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Sci Rep. 2016 Oct 5;6:34363. doi: 10.1038/srep34363.

Antibody titres and boosting after natural malaria infection in BK-SE36 vaccine responders during a follow-up study in Uganda.

Author information

1
Department of Molecular Protozoology, Research Institute for Microbial Diseases, Osaka University, 3-1 Yamadaoka, Suita, Osaka 565-0871 Japan.
2
Department of Public Health, Faculty of Medicine, Osaka City University, Osaka 545-8585, Japan.
3
Sumida Hospital, Medical Co. Living Together Association (LTA) Clinical Pharmacology Center, Tokyo 130-0021 Japan.
4
Med Biotech Laboratories, Plot 4-6 Bell Close, Port Bell Road Luzira, Kampala, Uganda.
5
Department of Disease Control and Environmental Health, School of Public Health, College of Health Sciences, Makerere University, P.O. Box 7072, Kampala, Uganda.
6
The Research Foundation for Microbial Diseases of Osaka University, 2-9-41 Yahata-cho, Kanonji, Kagawa 768-0061 Japan.

Abstract

The malaria vaccine BK-SE36 is a recombinant protein (SE36) based on the Honduras 1 serine repeat antigen-5 of Plasmodium falciparum, adsorbed to aluminium hydroxide gel. The phase Ib trial in Uganda demonstrated the safety and immunogenicity of BK-SE36. Ancillary analysis in the follow-up study of 6-20 year-old volunteers suggest significant differences in time to first episodes of clinical malaria in vaccinees compared to placebo/control group. Here, we aimed to get further insights into the association of anti-SE36 antibody titres and natural P. falciparum infection. Children who received BK-SE36 and whose antibody titres against SE36 increased by ≥1.92-fold after vaccination were categorised as responders. Most responders did not have or only had a single episode of natural P. falciparum infection. Notably, responders who did not experience infection had relatively high anti-SE36 antibody titres post-second vaccination compared to those who were infected. The anti-SE36 antibody titres of the responders who experienced malaria were boosted after infection and they had lower risk of reinfection. These findings show that anti-SE36 antibody titres induced by BK-SE36 vaccination offered protection against malaria. The vaccine is now being evaluated in a phase Ib trial in children less than 5 years old.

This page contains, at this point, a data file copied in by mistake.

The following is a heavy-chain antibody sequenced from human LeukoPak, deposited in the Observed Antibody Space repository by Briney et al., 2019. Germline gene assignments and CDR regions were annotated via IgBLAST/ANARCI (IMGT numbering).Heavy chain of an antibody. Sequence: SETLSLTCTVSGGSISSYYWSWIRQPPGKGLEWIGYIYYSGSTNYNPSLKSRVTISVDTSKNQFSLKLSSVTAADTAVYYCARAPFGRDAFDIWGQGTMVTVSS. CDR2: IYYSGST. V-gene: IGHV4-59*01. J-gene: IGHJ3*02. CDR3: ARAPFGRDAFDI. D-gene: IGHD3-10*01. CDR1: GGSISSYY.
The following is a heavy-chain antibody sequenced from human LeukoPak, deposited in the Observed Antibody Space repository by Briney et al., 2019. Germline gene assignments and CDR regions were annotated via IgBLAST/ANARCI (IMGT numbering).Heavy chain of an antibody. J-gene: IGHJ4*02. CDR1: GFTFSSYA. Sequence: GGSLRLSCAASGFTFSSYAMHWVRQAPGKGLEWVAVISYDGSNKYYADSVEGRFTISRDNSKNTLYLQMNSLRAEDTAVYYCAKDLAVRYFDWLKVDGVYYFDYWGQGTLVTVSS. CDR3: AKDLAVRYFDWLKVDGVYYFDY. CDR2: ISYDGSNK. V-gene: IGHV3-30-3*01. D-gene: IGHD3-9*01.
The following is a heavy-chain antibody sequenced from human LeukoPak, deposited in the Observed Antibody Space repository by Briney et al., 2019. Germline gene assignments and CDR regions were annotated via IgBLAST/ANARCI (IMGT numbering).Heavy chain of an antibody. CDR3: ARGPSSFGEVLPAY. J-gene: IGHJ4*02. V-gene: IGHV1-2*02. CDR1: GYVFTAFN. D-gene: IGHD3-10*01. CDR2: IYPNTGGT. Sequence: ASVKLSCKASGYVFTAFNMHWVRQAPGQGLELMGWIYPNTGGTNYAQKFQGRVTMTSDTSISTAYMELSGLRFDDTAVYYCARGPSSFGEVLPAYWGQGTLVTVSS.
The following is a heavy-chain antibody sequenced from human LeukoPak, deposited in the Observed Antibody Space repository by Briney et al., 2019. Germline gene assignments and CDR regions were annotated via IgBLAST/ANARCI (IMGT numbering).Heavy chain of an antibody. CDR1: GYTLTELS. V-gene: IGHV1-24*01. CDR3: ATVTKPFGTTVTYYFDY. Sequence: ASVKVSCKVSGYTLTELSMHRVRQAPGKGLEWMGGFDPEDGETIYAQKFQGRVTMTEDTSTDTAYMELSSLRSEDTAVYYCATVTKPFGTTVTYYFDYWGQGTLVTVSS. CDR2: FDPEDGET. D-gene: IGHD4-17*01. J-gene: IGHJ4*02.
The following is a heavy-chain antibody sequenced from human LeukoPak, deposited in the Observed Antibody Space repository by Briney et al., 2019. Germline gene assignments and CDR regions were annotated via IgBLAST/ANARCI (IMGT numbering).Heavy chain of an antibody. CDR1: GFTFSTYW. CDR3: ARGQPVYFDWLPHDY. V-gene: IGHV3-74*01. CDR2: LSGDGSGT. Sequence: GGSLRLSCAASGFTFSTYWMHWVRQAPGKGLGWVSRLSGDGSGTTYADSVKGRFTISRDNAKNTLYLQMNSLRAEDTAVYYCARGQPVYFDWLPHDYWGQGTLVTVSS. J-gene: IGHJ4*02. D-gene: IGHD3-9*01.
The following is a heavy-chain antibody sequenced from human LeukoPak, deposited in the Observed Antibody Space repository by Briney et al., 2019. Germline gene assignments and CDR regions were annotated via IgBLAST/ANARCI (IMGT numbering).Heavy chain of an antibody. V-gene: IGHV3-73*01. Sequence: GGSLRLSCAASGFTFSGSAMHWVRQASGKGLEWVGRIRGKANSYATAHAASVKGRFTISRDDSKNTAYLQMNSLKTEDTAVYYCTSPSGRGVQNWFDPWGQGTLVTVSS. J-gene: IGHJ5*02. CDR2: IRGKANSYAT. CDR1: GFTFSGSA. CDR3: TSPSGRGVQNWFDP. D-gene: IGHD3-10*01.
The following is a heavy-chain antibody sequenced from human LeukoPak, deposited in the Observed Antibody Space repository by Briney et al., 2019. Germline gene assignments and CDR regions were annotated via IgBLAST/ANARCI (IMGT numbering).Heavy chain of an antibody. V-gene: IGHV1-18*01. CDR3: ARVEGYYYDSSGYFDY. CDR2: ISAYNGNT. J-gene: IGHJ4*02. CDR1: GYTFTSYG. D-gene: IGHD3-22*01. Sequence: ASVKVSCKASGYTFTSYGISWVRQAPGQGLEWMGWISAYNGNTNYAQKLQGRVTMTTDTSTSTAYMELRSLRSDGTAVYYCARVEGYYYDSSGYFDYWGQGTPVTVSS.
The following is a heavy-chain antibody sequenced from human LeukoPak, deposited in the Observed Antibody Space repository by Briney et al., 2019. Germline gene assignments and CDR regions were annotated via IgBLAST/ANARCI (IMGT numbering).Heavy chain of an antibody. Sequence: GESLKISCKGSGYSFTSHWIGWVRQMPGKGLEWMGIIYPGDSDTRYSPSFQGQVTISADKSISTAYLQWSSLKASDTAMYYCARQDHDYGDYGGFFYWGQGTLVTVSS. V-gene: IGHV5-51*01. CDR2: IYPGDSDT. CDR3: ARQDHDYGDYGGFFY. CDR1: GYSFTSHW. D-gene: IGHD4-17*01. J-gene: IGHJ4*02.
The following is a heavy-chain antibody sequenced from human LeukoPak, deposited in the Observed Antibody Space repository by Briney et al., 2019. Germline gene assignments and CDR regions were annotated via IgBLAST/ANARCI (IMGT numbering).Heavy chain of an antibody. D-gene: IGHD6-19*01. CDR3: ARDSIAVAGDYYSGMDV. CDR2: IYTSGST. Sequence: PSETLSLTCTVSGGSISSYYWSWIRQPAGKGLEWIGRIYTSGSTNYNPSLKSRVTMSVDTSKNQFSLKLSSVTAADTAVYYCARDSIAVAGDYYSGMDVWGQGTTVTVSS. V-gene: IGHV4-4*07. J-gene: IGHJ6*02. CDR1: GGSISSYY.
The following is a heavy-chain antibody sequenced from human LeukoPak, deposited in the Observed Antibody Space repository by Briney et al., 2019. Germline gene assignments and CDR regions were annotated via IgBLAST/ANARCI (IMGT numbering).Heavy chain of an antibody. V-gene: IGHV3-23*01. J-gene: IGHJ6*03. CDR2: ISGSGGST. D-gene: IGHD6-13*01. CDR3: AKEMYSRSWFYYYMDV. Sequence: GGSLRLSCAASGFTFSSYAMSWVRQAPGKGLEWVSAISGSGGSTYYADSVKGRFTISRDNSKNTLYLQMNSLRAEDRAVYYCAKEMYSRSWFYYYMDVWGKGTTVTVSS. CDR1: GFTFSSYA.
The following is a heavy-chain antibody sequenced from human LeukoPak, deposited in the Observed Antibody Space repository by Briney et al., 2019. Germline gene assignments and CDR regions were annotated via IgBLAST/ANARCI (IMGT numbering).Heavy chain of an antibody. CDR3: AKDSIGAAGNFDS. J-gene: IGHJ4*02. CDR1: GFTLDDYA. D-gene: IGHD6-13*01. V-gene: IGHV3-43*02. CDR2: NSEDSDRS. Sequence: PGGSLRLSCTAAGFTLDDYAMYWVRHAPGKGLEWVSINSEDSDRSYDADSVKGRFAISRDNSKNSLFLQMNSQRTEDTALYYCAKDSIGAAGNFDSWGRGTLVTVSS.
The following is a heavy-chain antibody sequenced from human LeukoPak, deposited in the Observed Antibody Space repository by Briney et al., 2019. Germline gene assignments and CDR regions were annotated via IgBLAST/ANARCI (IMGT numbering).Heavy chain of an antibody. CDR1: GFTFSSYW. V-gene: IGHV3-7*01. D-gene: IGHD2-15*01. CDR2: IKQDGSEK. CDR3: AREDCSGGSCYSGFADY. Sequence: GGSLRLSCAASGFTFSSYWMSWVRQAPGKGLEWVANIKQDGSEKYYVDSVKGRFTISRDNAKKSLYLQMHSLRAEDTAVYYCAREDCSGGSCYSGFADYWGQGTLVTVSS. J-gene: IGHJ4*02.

PMID:
27703240
PMCID:
PMC5050508
DOI:
10.1038/srep34363
[Indexed for MEDLINE]
Free PMC Article

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